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Wind farm at sea image

North Hoyle Wind Farm
North Wales

Construction of the North Hoyle Wind Farm began in April 2003. It is the UK’s first major off-shore wind farm and is located 5 miles off the North Wales coast between Rhyl and Prestatyn. It comprises 30 wind turbines, each one rated at 2MW.

The site began generating electricity in November 2003 and when fully operational will generate enough electricity to meet the needs of some 50,000 homes annually. Generating this amount of energy from wind power will offset the release of about 160,000 tonnes of carbon dioxide each year.

The North Hoyle site was chosen because it offers good wind resources, relatively calm seas, a suitable sea-bed for building on and a mean water depth of 12 metres. It is also close to good port facilities suitable for construction.

North Hoyle Offshore Wind Farm, North Wales: Photo © npower renewables 2005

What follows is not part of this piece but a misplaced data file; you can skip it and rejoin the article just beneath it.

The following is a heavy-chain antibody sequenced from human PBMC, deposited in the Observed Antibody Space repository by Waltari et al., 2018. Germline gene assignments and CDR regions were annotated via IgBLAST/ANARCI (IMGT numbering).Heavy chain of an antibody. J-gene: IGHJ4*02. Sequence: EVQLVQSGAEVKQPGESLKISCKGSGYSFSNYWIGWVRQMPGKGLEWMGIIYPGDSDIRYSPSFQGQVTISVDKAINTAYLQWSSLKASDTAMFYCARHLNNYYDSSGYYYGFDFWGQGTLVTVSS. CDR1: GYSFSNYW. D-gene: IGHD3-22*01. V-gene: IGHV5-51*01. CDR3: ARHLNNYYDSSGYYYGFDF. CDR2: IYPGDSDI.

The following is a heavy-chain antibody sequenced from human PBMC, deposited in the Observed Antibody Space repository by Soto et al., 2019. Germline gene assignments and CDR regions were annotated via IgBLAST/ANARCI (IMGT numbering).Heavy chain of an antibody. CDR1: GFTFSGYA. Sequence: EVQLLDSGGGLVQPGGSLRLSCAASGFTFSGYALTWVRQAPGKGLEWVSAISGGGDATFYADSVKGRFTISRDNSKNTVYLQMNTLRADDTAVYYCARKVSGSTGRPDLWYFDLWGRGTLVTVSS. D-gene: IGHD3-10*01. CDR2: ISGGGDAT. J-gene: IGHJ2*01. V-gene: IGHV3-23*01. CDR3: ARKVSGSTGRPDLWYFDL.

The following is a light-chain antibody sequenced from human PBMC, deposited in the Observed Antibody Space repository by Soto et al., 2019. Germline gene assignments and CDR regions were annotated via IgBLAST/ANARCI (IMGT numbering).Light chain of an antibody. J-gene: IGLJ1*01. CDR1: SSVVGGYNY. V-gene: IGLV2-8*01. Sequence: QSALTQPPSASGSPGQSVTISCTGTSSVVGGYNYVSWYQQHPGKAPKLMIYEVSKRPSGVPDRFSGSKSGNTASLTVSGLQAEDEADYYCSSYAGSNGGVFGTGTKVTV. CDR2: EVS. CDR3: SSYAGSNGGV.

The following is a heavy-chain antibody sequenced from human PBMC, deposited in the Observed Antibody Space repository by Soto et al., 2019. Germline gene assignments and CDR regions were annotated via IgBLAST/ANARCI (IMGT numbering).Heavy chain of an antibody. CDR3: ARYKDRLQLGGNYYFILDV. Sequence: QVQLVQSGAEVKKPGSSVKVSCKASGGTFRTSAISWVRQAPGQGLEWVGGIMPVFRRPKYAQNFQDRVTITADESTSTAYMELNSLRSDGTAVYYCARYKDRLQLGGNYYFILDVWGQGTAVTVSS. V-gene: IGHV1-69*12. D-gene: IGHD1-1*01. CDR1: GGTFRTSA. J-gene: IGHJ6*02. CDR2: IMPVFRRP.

Large wind farms aren’t always necessary: wind power can also work successfully on a smaller scale. In August 1999, a 65m-tall, 1.5MW wind turbine was installed on the outskirts of the small town of Swaffham in Norfolk.

The turbine’s annual electricity production of some 3GWh per year accounts for about one third of the electricity consumed by the homes in Swaffham. It is estimated that the turbine produced enough energy during its first five months of operation to make up for the energy used in its manufacture.

The turbine has been so successful that a second was installed in July 2003. Swaffham II stands 85m tall and is rated at 1.8MW. Its annual electricity production is in the region of 4GWh per year, and along with the Swaffham I turbine, will supply around 70 per cent of the town’s total household electricity requirements.

Scroby wind farm
Great Yarmouth

In 2003-4, the Scroby Sands wind farm was built in the North Sea, 2.5 km off the coast of Great Yarmouth.

The wind farm is expected to produce an average of 60MW of power. It has 30 wind turbines, each with three 40m blades that rotate around a centre-point about 60m above the average sea level.